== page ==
NSU Wankel Spider

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Description: “The higher the rpm, the better it goes,” Manny Barreiros says of his 1967 NSU Wankel Spider, the first rotary-powered production car. Ironically perhaps, the rev-happy character of the

“The higher the rpm, the better it goes,” Manny Barreiros says of his 1967 NSU Wankel Spider, the first rotary-powered production car. Ironically perhaps, the rev-happy character of the Wankel would lead to the downfall of its maker.

Neckarsulm, Germany’s NSU provided chassis for Gottlieb Daimler and built motorcycles beginning in 1900. Its first car emerged in 1906. The company made cars through 1929, then for three decades focused solely on motorcycles (NSU-Fiats notwithstanding). Interestingly, NSU’s development of supercharged racing motorcycles would lead back to the Wankel Spider.

NSU’s racing bikes enjoyed success after World War II, until the firm quit racing in the mid-1950s, at which point the company was known for popular mopeds like the Quickly. To boost moped marketing, NSU embarked on record-setting with the Quickly’s 50-cc engine, placing it in an enclosed motorcycle called the Flying Hammock. In 1956 it reached 122 mph at Bonneville, by virtue of its aerodynamics and a rotary supercharger inspired by Felix Wankel.

Wankel first conceived of a rotary engine in the 1920s, though differences with the Nazis and World War II impeded its development. But Wankel’s wartime work on rotary valves and seals would attract the attention of NSU racing director Walter Froede. By 1953 Froede had convinced NSU’s board to back research into Wankel’s engine, which yielded results with the first firing of a Wankel rotary in 1957.

Simultaneously the West German economic recovery was whetting a consumer appetite for cars. In 1958 NSU introduced the diminutive Prinz, powered by an air-cooled 598-cc two-cylinder. Praised for its frugality and handling, the rear-engined car led to the Prinz II, III and IV, and to the Bertone-bodied Sport Prinz.

Work continued on Wankel’s rotary. NSU licensed the technology to Curtiss-Wright and Mazda. Mazda advanced quickly, and it was only through uncommon courtesy that the Japanese maker held its prototype back so the NSU Wankel Spider might debut first at the Frankfurt motor show in 1963.

The Spider was essentially a convertible version of the Sport Prinz, retaining its Bertone body, wishbone suspension and four-speed synchro gearbox. Chief differences lay in the Spider’s soft top, an upgrade to its front disc brakes, and the rotary engine.

Froede improved on Wankel’s design, essentially turning the rotating mass inside out. The resulting 497-cc single-rotor powerplant made 50 hp breathing through a single Solex carburetor. It weighed a wispy 275 pounds and could propel the car to 60 mph in 15 seconds en route to a 98-mph top speed.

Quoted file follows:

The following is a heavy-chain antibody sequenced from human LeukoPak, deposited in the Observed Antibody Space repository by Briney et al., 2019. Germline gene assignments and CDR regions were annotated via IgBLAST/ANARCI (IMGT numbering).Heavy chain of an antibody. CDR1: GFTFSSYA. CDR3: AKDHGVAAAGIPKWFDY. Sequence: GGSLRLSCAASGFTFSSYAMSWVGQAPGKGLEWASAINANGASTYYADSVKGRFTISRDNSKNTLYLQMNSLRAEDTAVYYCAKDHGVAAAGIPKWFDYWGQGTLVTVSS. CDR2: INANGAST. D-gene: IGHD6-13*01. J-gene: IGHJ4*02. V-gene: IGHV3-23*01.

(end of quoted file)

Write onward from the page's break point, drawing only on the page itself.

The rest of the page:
The Spider hit dealerships in 1964, competing with the Austin-Healey Sprite and Fiat 850 Spider. When production ended in 1967, 2400 had rolled out of Neckarsulm, including this car, which sold for $2,979.

Our featured car literally found Barreiros, showing up at his Mountainside, New Jersey, garage for repair. Barreiros then took its owner up on his offer to sell.

The Wankel needed attention, which Barreiros lavished on, restoring the rotary, brakes, clutch and ragtop, and respraying it factory-original white. The surprisingly spacious interior benefited, too, its VDO gauges and Blaupunkt radio made like new. The Wankel logo on the wheel hub attracts the eye, which follows the steering column to the floor- board, where it divides the clutch from the brake and throttle.

The car starts with the turn of a key, no clutch depression needed. When revved, it sounds like a blender. The Spider handles like the neutral Sport Prinz, despite an extra 200 pounds. The combination inspires carefree tossability, but that enthusiasm often led contemporary drivers to over-rev the engine, which suffered chronic rotor-seal failures.

Similar problems with NSU’s later Ro80 sedan combined with a generous warranty policy to effectively bankrupt the company. The Ro80’s twin-rotor Wankel was perfected by 1972, but NSU had been absorbed by Audi three years earlier. Still, NSU will be remembered as first to market with a car that begged to be revved.



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